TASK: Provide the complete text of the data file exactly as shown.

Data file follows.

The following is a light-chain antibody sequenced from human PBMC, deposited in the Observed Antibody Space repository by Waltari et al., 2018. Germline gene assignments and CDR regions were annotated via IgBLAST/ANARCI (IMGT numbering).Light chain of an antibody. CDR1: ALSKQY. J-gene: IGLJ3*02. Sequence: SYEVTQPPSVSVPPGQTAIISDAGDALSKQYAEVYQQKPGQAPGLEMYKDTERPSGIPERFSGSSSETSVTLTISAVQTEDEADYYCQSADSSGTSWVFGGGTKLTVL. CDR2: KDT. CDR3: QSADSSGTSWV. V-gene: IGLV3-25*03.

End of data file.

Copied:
The following is a light-chain antibody sequenced from human PBMC, deposited in the Observed Antibody Space repository by Waltari et al., 2018. Germline gene assignments and CDR regions were annotated via IgBLAST/ANARCI (IMGT numbering).Light chain of an antibody. CDR1: ALSKQY. J-gene: IGLJ3*02. Sequence: SYEVTQPPSVSVPPGQTAIISDAGDALSKQYAEVYQQKPGQAPGLEMYKDTERPSGIPERFSGSSSETSVTLTISAVQTEDEADYYCQSADSSGTSWVFGGGTKLTVL. CDR2: KDT. CDR3: QSADSSGTSWV. V-gene: IGLV3-25*03.